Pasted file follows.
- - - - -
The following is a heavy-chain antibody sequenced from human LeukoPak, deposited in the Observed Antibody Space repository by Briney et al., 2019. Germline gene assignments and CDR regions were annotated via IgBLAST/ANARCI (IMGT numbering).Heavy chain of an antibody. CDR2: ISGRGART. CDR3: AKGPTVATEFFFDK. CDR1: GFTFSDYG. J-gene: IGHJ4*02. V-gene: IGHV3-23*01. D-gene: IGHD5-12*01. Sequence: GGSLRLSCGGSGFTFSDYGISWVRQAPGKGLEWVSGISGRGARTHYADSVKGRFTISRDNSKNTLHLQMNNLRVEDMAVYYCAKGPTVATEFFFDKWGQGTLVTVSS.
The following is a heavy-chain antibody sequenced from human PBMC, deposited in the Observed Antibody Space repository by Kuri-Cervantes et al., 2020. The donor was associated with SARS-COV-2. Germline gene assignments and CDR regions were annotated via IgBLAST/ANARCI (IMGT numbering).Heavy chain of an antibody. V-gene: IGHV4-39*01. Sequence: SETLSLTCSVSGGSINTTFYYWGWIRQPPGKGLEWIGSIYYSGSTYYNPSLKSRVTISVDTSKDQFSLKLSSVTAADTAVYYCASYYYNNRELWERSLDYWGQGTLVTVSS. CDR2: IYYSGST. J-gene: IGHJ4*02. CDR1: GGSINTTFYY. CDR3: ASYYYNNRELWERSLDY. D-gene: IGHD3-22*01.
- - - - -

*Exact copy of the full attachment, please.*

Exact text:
The following is a heavy-chain antibody sequenced from human LeukoPak, deposited in the Observed Antibody Space repository by Briney et al., 2019. Germline gene assignments and CDR regions were annotated via IgBLAST/ANARCI (IMGT numbering).Heavy chain of an antibody. CDR2: ISGRGART. CDR3: AKGPTVATEFFFDK. CDR1: GFTFSDYG. J-gene: IGHJ4*02. V-gene: IGHV3-23*01. D-gene: IGHD5-12*01. Sequence: GGSLRLSCGGSGFTFSDYGISWVRQAPGKGLEWVSGISGRGARTHYADSVKGRFTISRDNSKNTLHLQMNNLRVEDMAVYYCAKGPTVATEFFFDKWGQGTLVTVSS.
The following is a heavy-chain antibody sequenced from human PBMC, deposited in the Observed Antibody Space repository by Kuri-Cervantes et al., 2020. The donor was associated with SARS-COV-2. Germline gene assignments and CDR regions were annotated via IgBLAST/ANARCI (IMGT numbering).Heavy chain of an antibody. V-gene: IGHV4-39*01. Sequence: SETLSLTCSVSGGSINTTFYYWGWIRQPPGKGLEWIGSIYYSGSTYYNPSLKSRVTISVDTSKDQFSLKLSSVTAADTAVYYCASYYYNNRELWERSLDYWGQGTLVTVSS. CDR2: IYYSGST. J-gene: IGHJ4*02. CDR1: GGSINTTFYY. CDR3: ASYYYNNRELWERSLDY. D-gene: IGHD3-22*01.